Thank God, Mother recovered over time. For a few weeks, after graduation from kindergarten 2, she with some food, only to return during lunch time with more food. Apart from food, she also gave me about a dozen Mathematics problem sums (which were a chore) to occupy the time (to counteract boredom), or perhaps, with a practical and concerned motive of toughening my Mathematical abilities for Primary 1! During those hours, I was frequently showered with food from staff of other departments – many of whom Mother did not even know – with plenty of snacks.


A child’s main meaningful, daily life activity is play. Occupational Therapists have found that purposeful play promotes social interaction, object recognition, exploration, self-expression and problem-solving, among other skills essential for successful transition to later stages of life. Despite adversities described, for example, being bullied by peers who teased and insulted, God provided in His own good timing.

Blessings ranging from cordial friends to dainties to favoured possessions (to a child, being able to have his favourite toy is like having gold to him), to human abilities (to a child, being able to play at a playground, feed independently, excel in spelling and counting, etc.) are quantified in the realm of the carnal, mortal nature, more often causing us to correlate our level of satisfaction and joy with them.

What I had lacked during all those years was the knowledge of God and His Word. In Matthew, Mark and Luke, Jesus affirmed that “heaven and earth shall pass away, but my words shall not pass away”. It would be foolish of me to even contemplate of daydreaming to relive the good times then, in comparison to the present. Having and only with an intimate, personal relationship with Christ, can one at this time “greatly rejoice”, even “though now for a season, if need be… in heaviness through manifold temptations” (1 Peter 1:6).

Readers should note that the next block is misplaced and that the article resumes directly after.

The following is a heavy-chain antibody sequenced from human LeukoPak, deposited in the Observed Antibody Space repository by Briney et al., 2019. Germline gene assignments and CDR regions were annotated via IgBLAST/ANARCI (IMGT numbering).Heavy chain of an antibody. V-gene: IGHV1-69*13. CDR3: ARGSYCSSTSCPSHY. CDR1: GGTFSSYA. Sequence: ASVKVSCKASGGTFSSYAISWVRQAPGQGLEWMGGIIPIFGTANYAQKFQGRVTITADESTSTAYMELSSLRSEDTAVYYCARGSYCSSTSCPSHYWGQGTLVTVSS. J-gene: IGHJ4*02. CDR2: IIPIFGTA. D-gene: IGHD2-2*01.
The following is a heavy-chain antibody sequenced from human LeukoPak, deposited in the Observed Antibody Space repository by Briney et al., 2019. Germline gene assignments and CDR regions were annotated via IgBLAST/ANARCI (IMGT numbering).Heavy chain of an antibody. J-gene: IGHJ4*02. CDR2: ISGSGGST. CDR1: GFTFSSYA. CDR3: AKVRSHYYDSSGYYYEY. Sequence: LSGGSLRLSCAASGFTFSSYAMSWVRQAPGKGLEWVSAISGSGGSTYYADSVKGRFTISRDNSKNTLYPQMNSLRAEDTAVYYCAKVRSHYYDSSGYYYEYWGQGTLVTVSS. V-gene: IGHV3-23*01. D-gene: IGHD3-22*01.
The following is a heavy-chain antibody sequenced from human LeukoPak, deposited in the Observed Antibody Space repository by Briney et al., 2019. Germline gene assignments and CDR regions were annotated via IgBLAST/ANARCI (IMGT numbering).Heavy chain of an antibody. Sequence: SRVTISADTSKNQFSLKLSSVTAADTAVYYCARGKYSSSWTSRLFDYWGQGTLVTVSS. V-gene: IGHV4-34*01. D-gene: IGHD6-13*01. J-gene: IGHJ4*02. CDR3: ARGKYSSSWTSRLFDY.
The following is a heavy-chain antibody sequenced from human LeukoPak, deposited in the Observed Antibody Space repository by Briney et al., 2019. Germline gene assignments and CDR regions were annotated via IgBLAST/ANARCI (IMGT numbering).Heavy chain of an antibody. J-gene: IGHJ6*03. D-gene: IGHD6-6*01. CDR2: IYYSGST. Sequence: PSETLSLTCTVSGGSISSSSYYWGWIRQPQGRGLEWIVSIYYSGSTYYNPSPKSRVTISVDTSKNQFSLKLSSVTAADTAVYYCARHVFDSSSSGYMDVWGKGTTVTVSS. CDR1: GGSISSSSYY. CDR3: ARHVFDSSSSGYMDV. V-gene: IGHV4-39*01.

In 1 Corinthians 13:11, the apostle Paul illustrated the most precious gift (charity) one should strive to inherit in this manner: “When I was a child, I spake as a child, I understood as a child, I thought as a child: but when I became a man, I put away childish things.” Children need to play and need to acquire the basic skills to care for independently for oneself, just as a newborn babe in Christ ought to “desire the sincere milk of the word”, to grow (out of his former depraved nature) (1 Peter 2:2); but in Hebrews (most likely written by Paul), the author exhorts the reader that milk are for babes, and “every one that useth milk is unskilful in the word of righteousness… But strong meat belongeth to them that are of full age, even those who by reason of use have their senses exercised to discern both good and evil.” One’s inner man should show an increasing understanding in the Word of everlasting life the older he gets and the more he matures in the faith. New knowledge, skills and behaviours are expected of the ‘adult Christian’, in comparison to one new to the faith!

I thank God however, for preserving a precious residue from childhood – childlike faith – as Christ explained what saving faith is in Mark 10:15, “Verily (truly, undoubtedly) I say unto you, Whosoever shall not receive the kingdom of God as a little child, he shall not enter therein.” (This instance is also recorded in Matthew and Luke).

Back to the present

It was past 9 by the time Caleb and I descended back to the foot of Olive

Road. Time for breakfast! We proceeded to a coffee shop not too far away. Satisfied from the savour of the trip, we discussed several lessons we learnt during the morning hike while simultaneously tucking into our prawn noodles:

Joelson: (with regret peering into the past), declared: “In Christ, I already have everything, there’s nothing that I lack!”

Caleb: (nodding), replied: “Yes”.

Caleb: (displaying empathy from my sharing and as he reflected on his personal past for a moment), reiterated: “We have everything already” (and rightly expressed), “now it is a question of how we could repay Him for so much he has given us”


If it be the Lord’s will, I would surely be able to pass through the sentry (which Caleb and I were not allowed to step beyond) somewhere in the future. And I will definitely relish fully every moment spent there of seeing how SBC has changed from then! I am also keen to be able to meet those 2 female companions whom I was blessed with, Pei En and Woon Nia – I am quite sure I spelt their names correctly – to reminiscence about auld lang syne (the good old times). Where can I look for them? How do they even look like now? Will I ever meet them again, if so, when? God willing, I would also use that opportunity with equal keenness in sharing with them the gospel, if they are not saved.

Brother Joelson